Skip to main content

Celebrating Asian Pacific Islander South Asian American Heritage Month

Dear Wilson College Community,

Welcome to Asian Pacific Islander South Asian American Heritage (APISAA) Month! 

Congress first made a public law declaring May Asian Pacific American Heritage Month in 1992, according to NPR. It’s a time to learn about and celebrate the contributions made by Americans from Asia as well as from the Pacific islands of Melanesia, Micronesia and Polynesia.

We invite you to learn about just a few of the ways APISAA heritage enriches our Wilson College community, as well as ways you can seek community and support on NC State’s campus. 

Bringing South-Asian Fashion to the Fashion Mainstream

Wilson College of Textiles senior Ritika Shamdasani and her older sister, Niki were named to the Forbes 30 under 30 list for 2023. The siblings co-founded Sani, a South Asian-inspired formalwear and loungewear brand. 

A photo of Ritika and Niki Shamdasani. Ritika stands with her hand on the shoulder of Niki, who is sitting to the right of her. Both are looking at each other and smiling. They are in a bright, white walled room with a green plant behind them. A mirror is behind Niki. Ritika wears a green and pink floral blazer. Niki wears a tangerine orange blazer.

Wilson College Collections Inspired by APISAA Heritage

Model stands on a runway and is visible from the waste up. They wear a "crown" of greenery on their head and a green linen crop top and shorts matching "set." On top of that, they wear a sheer shawl embellished with white flowers.

“Taro:” Lauren Elson (B.S. FTD ’23)

“My collection, Taro, is a celebration of the interconnectedness and sacredness of Hawaiian heritage. Each piece is a representation of all things that make up the island and how they are all connected to one another and are each other’s “roots” as well as my roots (Hawaiian Heritage).

The lava, which shapes the island’s foundation, is represented through strong lines and bold color. The ocean, which sustains and connects us, is mirrored in the fluidity and movement of each piece. The trees and soil, which provide nourishment and stability for growth, are embodied through organic shapes and earthy tones. The yellow hibiscus, a symbol of delicate beauty and resilience, is reflected in the intricate details, delicate color, and shape. The sand and coral, which create the boundaries and beauty of the shoreline, are represented through smooth textures and soft hues. Lastly, the tropical rainforests, a lush and vibrant ecosystem, are captured through movement within my design.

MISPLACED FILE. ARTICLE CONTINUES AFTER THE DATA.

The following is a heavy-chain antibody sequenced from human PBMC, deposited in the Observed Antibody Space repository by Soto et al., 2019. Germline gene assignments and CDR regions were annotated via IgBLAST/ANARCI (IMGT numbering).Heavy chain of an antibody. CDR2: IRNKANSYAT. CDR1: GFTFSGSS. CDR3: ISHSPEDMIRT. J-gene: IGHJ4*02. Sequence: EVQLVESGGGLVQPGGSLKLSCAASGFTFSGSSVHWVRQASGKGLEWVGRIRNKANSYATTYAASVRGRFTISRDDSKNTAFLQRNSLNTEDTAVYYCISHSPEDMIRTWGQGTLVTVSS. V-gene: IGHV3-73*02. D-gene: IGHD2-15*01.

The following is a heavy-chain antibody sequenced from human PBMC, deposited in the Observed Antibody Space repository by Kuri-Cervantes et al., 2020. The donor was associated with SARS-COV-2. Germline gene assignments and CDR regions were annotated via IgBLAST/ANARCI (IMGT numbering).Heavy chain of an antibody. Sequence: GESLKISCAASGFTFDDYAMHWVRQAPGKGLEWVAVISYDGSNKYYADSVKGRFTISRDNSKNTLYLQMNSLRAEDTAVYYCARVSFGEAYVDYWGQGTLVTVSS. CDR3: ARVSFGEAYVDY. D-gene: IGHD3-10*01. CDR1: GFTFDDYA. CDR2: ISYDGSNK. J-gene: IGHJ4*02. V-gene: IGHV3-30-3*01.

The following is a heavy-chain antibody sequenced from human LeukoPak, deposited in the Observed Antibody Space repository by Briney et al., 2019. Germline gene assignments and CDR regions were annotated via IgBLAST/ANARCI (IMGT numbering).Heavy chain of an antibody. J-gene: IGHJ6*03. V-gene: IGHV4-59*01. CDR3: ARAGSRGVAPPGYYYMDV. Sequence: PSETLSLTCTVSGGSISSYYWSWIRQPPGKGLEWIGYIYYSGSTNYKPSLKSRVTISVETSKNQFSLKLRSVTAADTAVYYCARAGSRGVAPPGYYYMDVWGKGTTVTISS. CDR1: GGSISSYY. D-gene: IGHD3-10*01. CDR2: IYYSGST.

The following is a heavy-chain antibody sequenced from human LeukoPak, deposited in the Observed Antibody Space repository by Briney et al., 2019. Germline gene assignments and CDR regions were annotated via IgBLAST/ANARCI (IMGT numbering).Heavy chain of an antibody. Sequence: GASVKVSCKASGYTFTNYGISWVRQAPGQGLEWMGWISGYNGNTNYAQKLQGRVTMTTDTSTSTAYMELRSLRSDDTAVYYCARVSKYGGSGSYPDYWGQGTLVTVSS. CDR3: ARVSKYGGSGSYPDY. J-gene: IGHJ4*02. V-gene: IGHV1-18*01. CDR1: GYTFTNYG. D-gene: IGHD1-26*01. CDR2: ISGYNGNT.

Through Taro, I am aiming to honor Hawaiian culture and its connection to land and sea, as well as my “roots” (heritage).”

FTD Emerging Designer runway show

“Optic Bursts:” Sarah Jarrell (B.S. FTD ’22)

“I am kind of trying to market towards the rave culture, which is really big within the Asian culture and Asian-American culture. A lot of my friends go to raves. But a lot of rave clothing tends to show a lot of skin, so I designed my collection for people who maybe don’t want to wear something as revealing, but still want to wear something fun, unique and flashy.”

“Radha:” Saajana Bhakta (B.S. FTM ’22)

Bhakta’s collection celebrates her South-Asian heritage and the way she best identifies with it.

“I grew up in a first-generation immigrant household in a primarily white community,” the Asheville native says. “So I felt a little out of touch with my culture, but the one thing that I felt most connected to was the clothing, and I want to be able to bring that kind of clothing into the Western world.”

That inspiration translated into embroidery, sparkles, jewel tones, flowing fabrics and asymmetrical silhouettes. 

APISAA History is NC State History

The history of the APISAA community at NC State begins in 1898 and is vital the university’s progress.

Diversity Propels the Wilson College of Textiles and the North Carolina Textile Foundation

Diversity and inclusivity are interwoven into the core values that inform the work of the Wilson College of Textiles and the North Carolina Textile Foundation (NCTF), which serves as the college’s philanthropic arm.

The NCTF makes the college’s groundbreaking, industry-leading work possible. That exceptional work includes supporting change agents, glass ceiling breakers and equity seekers in a variety of ways. With the foundation’s financial backing and extensive network of connections, our college’s students, staff and alumni, including members of the Dean’s Young Alumni Leadership Council, can continue to further their understanding and celebration of diversity and inclusion.  

Donate to the Textiles Diversity and Inclusion Fund

Find resources and community

APISAA Heritage Month is the perfect chance to learn and connect. A variety of student organizations and programs are available on campus.